Jump to content

Whiteley Wood Grange, Sheffield

Recommended Posts

Walked past some big gate posts at the weekend marked 'Whiteley Wood Grange', which lead to the 70's properties at the top of Hangingwater Road.

 

It looks like there was some large property on the site before they were built but I can't remember it or having ever heard anything about it.

 

Does anyone remember Whiteley Wood Grange and who lived there?

 

May be one for my mate Hillsbro!

Share this post


Link to post
Share on other sites

Taken from the book 'The Growth of Ranmoor, Hangingwater and Nether Green'

by Peter Warr who is the co-ordinator for the Ranmoor Society.

 

In 1878-1879, Charles Thompson (1815-1897) built the now demolished Whitely

Wood Grange. The front gate being on the corner of Hangingwater Road and

Carr Bank Lane. Charles Thompson ran horse buses to Broomhill and Ranmoor.

 

It is a great read for anyone who has ancestors from the area.

 

Moira.

Share this post


Link to post
Share on other sites
May be one for my mate Hillsbro!
Hi boyfriday - Hmmmm.... I'm no expert on the posh end of town, but I do recall hearing about Whiteley Wood Grange, and I knew the area quite well in the 1960s thanks to the King Ted's playing fields being nearby. The 1925 directory gives "Arnold McTurk Spencer, J.P." (1863-1927), a steel manufacturer (Walter & Co. Ltd.) as the occupant of Whiteley Wood Grange. His son Lieutenant Shirley McTurk Spencer had been killed in action in France in 1917. By 1936 "Frederick Roper M.B. Ch.B., physician & surgeon" was the occupant, and some time between 1941 and 1953 Herbert Appleby moved in. The property isn't mentioned in the 1965 directory and so it was presumably demolished some time between 1953 and 1964..:)

Share this post


Link to post
Share on other sites
Hi boyfriday - Hmmmm.... I'm no expert on the posh end of town, but I do recall hearing about Whiteley Wood Grange, and I knew the area quite well in the 1960s thanks to the King Ted's playing fields being nearby.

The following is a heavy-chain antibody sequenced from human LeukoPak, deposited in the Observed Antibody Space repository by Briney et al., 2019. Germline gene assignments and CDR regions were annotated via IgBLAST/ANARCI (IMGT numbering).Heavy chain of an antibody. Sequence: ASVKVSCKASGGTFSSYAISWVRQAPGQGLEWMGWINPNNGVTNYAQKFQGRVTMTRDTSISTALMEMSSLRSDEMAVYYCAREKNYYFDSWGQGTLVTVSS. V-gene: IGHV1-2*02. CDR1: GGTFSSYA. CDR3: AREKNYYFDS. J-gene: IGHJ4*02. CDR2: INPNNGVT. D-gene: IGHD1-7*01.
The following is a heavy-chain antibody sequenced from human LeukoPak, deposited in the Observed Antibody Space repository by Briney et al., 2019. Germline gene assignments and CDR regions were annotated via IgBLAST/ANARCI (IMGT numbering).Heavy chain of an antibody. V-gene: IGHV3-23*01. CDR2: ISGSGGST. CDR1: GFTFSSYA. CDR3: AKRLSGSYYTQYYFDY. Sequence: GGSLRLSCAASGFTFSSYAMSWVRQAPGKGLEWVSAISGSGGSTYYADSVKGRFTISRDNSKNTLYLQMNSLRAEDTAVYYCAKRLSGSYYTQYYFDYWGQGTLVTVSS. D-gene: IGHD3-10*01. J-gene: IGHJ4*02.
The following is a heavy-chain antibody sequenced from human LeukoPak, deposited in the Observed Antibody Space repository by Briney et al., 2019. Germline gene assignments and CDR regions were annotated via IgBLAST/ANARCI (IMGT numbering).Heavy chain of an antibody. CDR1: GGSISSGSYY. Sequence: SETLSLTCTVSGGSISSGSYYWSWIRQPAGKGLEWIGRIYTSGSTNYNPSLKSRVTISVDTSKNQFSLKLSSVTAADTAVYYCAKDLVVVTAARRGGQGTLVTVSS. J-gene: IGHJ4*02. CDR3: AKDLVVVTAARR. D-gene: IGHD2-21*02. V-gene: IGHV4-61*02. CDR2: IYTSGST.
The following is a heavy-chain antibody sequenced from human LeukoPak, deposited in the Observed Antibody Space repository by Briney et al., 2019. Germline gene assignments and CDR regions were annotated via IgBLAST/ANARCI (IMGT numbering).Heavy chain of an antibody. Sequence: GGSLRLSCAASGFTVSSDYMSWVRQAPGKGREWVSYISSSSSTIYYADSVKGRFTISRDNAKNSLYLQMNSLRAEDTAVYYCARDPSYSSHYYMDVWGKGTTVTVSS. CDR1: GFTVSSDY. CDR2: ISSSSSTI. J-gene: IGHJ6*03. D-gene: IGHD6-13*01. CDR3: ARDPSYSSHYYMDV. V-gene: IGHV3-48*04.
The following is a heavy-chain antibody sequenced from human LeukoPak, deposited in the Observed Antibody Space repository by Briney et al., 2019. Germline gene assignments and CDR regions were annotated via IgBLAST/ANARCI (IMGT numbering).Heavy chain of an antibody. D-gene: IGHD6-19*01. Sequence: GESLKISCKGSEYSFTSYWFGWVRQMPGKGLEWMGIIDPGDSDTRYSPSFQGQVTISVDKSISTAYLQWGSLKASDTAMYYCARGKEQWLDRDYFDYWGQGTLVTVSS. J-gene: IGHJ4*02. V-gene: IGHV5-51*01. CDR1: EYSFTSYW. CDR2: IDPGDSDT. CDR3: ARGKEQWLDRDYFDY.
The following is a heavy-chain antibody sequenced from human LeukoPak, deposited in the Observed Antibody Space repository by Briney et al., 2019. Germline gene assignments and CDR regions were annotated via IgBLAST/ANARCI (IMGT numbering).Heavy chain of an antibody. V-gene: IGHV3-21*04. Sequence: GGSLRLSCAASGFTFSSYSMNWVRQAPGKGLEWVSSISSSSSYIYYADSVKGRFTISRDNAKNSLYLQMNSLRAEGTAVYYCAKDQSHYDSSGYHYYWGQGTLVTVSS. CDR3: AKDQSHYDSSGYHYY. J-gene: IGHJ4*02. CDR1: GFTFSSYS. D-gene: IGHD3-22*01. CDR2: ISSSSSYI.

Funnily enough I was lamenting the demise of the KES cricket pitch and pavillion on the very same day, turned to a flippin field with horses grazing on it!

The 1925 directory gives "Arnold McTurk Spencer, J.P." (1863-1927), a steel manufacturer (Walter & Co. Ltd.) as the occupant of Whiteley Wood Grange. His son Lieutenant Shirley McTurk Spencer had been killed in action in France in 1917. By 1936 "Frederick Roper M.B. Ch.B., physician & surgeon" was the occupant, and some time between 1941 and 1953 Herbert Appleby moved in. The property isn't mentioned in the 1965 directory and so it was presumably demolished some time between 1953 and 1964..:)

 

Thanks for that Hillsbro, would have loved to see some pics of the old house.

 

---------- Post added 15-06-2013 at 20:55 ----------

 

Taken from the book 'The Growth of Ranmoor, Hangingwater and Nether Green'

by Peter Warr who is the co-ordinator for the Ranmoor Society.

 

In 1878-1879, Charles Thompson (1815-1897) built the now demolished Whitely

Wood Grange. The front gate being on the corner of Hangingwater Road and

Carr Bank Lane. Charles Thompson ran horse buses to Broomhill and Ranmoor.

 

It is a great read for anyone who has ancestors from the area.

 

Moira.

 

Brilliant, thanks Moira :thumbsup:

Share this post


Link to post
Share on other sites
...Funnily enough I was lamenting the demise of the KES cricket pitch and pavillion on the very same day, turned to a flippin field with horses grazing on it!...
I know - is nothing sacred?! All the happy hours spent there, and the lovely old green-painted pavilion "gone with the wind". See here.

 

There must be photos of Whiteley Wood Grange somewhere. I'll see what I can do....

Share this post


Link to post
Share on other sites
Is it anywhere near Whiteley Wood Clinic?
The location isn't far away. From the clinic, go down Whiteley Wood Road and turn left on to Hangingwater Road - a couple of hundred yards along on the left is where Whiteley Wood Grange was. Needless to say, the "clinic" has now been converted into up-market apartments...